Shyness has long been identified as a vulnerability factor to developing psychosocial problems, but there is heterogeneity in these observed outcomes. One potential factor underlying these relations is individual differences in threat sensitivity. Using a longitudinal design, we examined whether attentional biases toward social threat and safety measured during adulthood moderated the association between shyness measured in emerging adulthood (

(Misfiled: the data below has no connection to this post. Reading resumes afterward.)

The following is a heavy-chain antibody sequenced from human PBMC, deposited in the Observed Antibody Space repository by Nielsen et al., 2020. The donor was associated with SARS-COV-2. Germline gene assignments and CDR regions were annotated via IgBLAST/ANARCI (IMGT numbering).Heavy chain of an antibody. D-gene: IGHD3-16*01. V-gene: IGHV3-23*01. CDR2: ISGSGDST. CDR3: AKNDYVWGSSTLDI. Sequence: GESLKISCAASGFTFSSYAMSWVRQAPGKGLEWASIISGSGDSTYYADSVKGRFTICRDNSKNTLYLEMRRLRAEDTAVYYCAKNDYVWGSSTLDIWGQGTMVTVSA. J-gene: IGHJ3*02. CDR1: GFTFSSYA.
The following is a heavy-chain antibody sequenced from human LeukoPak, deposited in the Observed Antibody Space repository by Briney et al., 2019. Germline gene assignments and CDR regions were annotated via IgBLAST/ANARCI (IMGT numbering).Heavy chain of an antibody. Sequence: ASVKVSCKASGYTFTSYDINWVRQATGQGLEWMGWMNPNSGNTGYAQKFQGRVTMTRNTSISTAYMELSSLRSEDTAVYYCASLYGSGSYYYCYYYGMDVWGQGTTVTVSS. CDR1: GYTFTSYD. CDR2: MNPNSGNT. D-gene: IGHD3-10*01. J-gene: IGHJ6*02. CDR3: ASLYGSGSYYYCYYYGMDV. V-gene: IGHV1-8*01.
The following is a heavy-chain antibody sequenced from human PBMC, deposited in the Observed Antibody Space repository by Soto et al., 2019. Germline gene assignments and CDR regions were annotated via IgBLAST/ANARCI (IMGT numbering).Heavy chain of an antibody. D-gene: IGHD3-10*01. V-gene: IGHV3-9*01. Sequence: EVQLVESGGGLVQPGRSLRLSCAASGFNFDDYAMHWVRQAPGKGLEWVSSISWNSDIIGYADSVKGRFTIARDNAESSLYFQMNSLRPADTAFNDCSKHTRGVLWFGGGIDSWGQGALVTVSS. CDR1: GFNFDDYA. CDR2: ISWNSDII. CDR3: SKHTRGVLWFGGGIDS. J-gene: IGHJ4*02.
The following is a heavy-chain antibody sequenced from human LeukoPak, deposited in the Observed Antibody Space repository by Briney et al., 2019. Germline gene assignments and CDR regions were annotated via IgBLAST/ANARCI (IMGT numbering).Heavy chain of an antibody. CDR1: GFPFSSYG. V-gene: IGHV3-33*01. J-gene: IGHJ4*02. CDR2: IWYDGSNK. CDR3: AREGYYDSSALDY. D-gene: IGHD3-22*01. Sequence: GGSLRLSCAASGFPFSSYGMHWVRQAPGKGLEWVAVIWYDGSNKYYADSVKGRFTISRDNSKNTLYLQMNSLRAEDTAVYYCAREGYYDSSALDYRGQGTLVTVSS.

N =83, nfemale = 48; Mage = 23.56 years, SDage = 1.09 years) and frontal electroencephalogram (EEG) asymmetry at rest, a physiological index of vulnerability to psychopathology, measured nearly a decade later in adulthood ( Mage = 31.68 years, SDage = 2.27 years). We found that only biases to threat moderated the association between shyness and resting frontal EEG asymmetry longitudinally. In individuals who displayed relative vigilance to social threat, shyness was associated with greater relative right frontal EEG activity at rest (i.e., increased physiological vulnerability). These findings suggest that attentional biases to threat may play a role in understanding the relation between shyness and some known physiological vulnerabilities to psychopathology in adults.